What happens when technology starts outperforming humans? We’ve long since relied on technology for transportation, for manufacturing, for banking. But what about construction, driving buses, customer service? What happens to the thousands of people that may soon lose their jobs to technology? These are the questions Andrew McAfee aims to answer through his TED talk.
People have been worried about an impending “age of technological unemployment” for decades. However, according to McAfee, this time, it’s a real threat – machines now have skills we never imagined they could develop. At first, this seems like great news. Hey, we’re producing more, faster, and for a lower price! We don’t have to do any of the menial labour, so we’re free to strive towards our full intellectual potential, right? Well, it isn’t that simple. As human labourers are replaced by machines, corporate profits skyrocket and wage payout goes down, hurting the middle class and propagating inequality. The number of labourers who are employed and vote, who are married and not in jail is dramatically decreasing. Meanwhile, college-educated people – doctors, lawyers, engineers – are continuing to hold full-time jobs, to vote, to stay out of prison. McAfee finishes his talk by describing his hope for the future – he believes that we, as a society, will not just accept these frightening trends. We will fight for equality through both political measures, like implementing a guaranteed minimum income, and educational ones, like integrating technology into the curriculum to engage students.
This talk wasn’t what I expected. I thought he’d be describing technological trends, talking about new jobs that would pop up as technology evolves – 3D printing specialists, human genetic engineers, e-textile designers, privacy consultants. I’ve always kept up with the latest advances in technology and I’ve always loved reading those clickbait articles about 20 New Gadgets We’ll Be Using In 30 Years, so I thought I’d enjoy this. While it wasn’t what I thought it would be, I still found it incredibly interesting.
I agree with most of the ideas McAfee presents in his talk. The dystopia we think of when we think of an upcoming “age of technology” is Terminator-esque – one where we’re enslaved by humanoid robots – when we really should be worried about a society with mass unemployment, a lack of family cohesiveness, and ever-increasing crime rates – a realistic, rapidly approaching possibility. Obviously, as labourers are replaced by machines, the unemployed will suffer from not only lack of financial support, but boredom and lack of stimulation. I think the importance of intellectual stimulation is often underrated and neglected when it comes to topics like these, and I’m glad McAfee addressed it.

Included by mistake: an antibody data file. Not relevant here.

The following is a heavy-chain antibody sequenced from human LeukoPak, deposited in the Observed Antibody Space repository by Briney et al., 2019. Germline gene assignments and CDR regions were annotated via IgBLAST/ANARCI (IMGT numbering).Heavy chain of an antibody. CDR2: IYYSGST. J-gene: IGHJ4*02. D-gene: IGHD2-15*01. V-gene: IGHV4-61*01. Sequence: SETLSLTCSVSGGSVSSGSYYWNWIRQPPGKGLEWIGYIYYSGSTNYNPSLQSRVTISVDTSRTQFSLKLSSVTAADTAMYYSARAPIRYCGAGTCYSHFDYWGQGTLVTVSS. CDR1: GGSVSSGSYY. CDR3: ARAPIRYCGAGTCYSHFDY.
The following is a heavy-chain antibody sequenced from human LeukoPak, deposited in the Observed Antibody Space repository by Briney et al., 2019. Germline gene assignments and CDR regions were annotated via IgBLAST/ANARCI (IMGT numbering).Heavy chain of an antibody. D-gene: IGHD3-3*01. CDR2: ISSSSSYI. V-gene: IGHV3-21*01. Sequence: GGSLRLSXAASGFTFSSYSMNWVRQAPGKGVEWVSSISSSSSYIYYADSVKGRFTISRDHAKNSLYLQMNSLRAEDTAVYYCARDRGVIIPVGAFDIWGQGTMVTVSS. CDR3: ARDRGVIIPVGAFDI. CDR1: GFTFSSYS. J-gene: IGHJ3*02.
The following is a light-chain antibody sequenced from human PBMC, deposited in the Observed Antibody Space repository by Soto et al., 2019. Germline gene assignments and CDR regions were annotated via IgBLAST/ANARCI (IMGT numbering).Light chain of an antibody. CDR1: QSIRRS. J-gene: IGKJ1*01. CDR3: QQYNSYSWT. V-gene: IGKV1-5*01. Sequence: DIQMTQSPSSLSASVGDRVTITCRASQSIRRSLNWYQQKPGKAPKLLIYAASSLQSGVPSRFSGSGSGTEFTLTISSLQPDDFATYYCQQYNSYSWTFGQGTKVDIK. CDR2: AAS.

One thing I disagree with is the solution he presented. Yes, of course, high-quality, engaging education is necessary. We want our education system to motivate students, to make them interested in what they’re learning about, and to push them to be the best they can. But this doesn’t seem to resolve the problem of job scarcity. Yes, it creates generations of hard-working, passionate, intelligent people, and of course, guaranteed minimum income would ensure that everyone can live comfortably, but none of this accounts for the human desire for mental stimulation. Improvement to education is a good start, but there is so much more that must be done.
Listening to this talk sparked a few questions. Is this issue currently being addressed by the government? What, if anything, is being done to combat it? Will any restrictions on the use of technology be put in place, or will the focus be placed on improving education and creating more jobs for humans?
I would highly recommend this talk to a friend. His discussion of the interplay between technological, economic, and social trends is fascinating and the presentation itself, with a multitude of pictures and graphs, is engaging. And most importantly, job scarcity due to technology, an ever-present threat, looms closer every day. It is an issue that must be addressed as soon as possible, so that we can prevent, or at least control, the immense negative impacts.